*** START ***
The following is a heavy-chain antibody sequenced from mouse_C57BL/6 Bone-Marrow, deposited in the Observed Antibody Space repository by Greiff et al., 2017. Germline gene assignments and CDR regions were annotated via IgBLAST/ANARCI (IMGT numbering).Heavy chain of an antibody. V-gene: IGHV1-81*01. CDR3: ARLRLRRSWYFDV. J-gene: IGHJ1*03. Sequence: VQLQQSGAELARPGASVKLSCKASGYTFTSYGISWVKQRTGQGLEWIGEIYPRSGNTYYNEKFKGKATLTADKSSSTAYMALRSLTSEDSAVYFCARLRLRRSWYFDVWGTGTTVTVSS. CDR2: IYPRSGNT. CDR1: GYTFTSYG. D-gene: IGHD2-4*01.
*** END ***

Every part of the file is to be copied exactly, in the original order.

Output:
The following is a heavy-chain antibody sequenced from mouse_C57BL/6 Bone-Marrow, deposited in the Observed Antibody Space repository by Greiff et al., 2017. Germline gene assignments and CDR regions were annotated via IgBLAST/ANARCI (IMGT numbering).Heavy chain of an antibody. V-gene: IGHV1-81*01. CDR3: ARLRLRRSWYFDV. J-gene: IGHJ1*03. Sequence: VQLQQSGAELARPGASVKLSCKASGYTFTSYGISWVKQRTGQGLEWIGEIYPRSGNTYYNEKFKGKATLTADKSSSTAYMALRSLTSEDSAVYFCARLRLRRSWYFDVWGTGTTVTVSS. CDR2: IYPRSGNT. CDR1: GYTFTSYG. D-gene: IGHD2-4*01.